Are We Misleading Our Operators?

The current industry practice for graphic displays may be deceiving our operators, leading to wrong decisions. Our obsession with numbers has resulted in digital displays of process variables that are typically primary process variables (PV) on piping and equipment graphics as the principal method of conveying process understanding. The overriding problem is fundamental and extensive.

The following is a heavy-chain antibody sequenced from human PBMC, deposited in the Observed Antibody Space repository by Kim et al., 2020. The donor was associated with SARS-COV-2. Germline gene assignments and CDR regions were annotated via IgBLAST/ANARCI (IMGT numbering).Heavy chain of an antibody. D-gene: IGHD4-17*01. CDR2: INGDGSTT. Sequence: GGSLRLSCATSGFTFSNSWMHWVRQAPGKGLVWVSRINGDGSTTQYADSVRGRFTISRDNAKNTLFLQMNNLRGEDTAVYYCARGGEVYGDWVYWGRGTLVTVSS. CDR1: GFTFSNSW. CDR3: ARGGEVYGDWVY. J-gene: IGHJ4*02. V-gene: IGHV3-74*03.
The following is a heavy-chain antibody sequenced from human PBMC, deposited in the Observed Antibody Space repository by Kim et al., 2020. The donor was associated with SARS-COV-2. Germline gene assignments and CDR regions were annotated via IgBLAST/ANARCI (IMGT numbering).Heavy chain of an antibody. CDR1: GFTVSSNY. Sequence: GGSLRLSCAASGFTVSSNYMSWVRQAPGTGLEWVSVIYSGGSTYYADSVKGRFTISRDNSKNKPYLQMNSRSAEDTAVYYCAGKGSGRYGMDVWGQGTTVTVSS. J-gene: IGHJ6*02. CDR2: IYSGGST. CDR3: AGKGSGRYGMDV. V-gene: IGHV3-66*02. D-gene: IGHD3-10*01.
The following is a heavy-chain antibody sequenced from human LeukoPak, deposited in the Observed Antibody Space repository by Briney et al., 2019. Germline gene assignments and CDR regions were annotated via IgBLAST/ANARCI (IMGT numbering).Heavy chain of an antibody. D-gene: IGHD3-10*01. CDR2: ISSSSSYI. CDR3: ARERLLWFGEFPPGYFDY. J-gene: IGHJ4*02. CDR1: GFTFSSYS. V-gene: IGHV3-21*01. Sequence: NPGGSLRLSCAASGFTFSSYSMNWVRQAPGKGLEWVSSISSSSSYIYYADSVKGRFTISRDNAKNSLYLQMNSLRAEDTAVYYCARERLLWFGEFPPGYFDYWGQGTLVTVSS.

The digital display coupled with human impatience and inability to take into account deadtime leads to premature and incorrect actions particularly for slow loops. The most important slow loop is often temperature since temperature is used for the control of composition and quality besides the energy balance. I have seen the problem where operators get obsessed with the digits and have no sense of direction of where the PV has been or where it is going. The problem goes beyond decimal places. A faceplate or dial with no fractional display still has a problem. Consider the example How-Digital-Displays-Mislead.pdf. The temperature PV is 48 and the SP is 50. Should the steam or chilled water valve be open? Looking at the faceplate or digital value or even a dashboard dial on their graphic display operators and engineers say the steam valve should be open. Interesting enough, my experience is technicians may not be fooled as easily. If you look at a trend chart with the proper time frame, you realize the chilled water valve should be open to prevent overshoot due to the acceleration of temperature trajectory. Today the typical trend chart available from the faceplate is next to useless because the PV span and time frame are not intelligent. A short time frame would not have shown the acceleration. The cited example was actually reported to me from 2 control rooms as something wrong with PID algorithm. I got the report only because I knew the people at the plant very well. I would venture the same problem is experienced to some degree in almost every control room. It leads to manual tuning of too much reset action and not enough gain action because the integral mode has no sense of direction and would work to open the steam valve even if overshoot was eminent, whereas the proportional mode would work towards getting the chilled water valve open as the temperature increases. The lack of understanding of trajectories explains why most manually tuned temperature loops have too much reset action (too fast of a reset time) and not enough gain or rate action.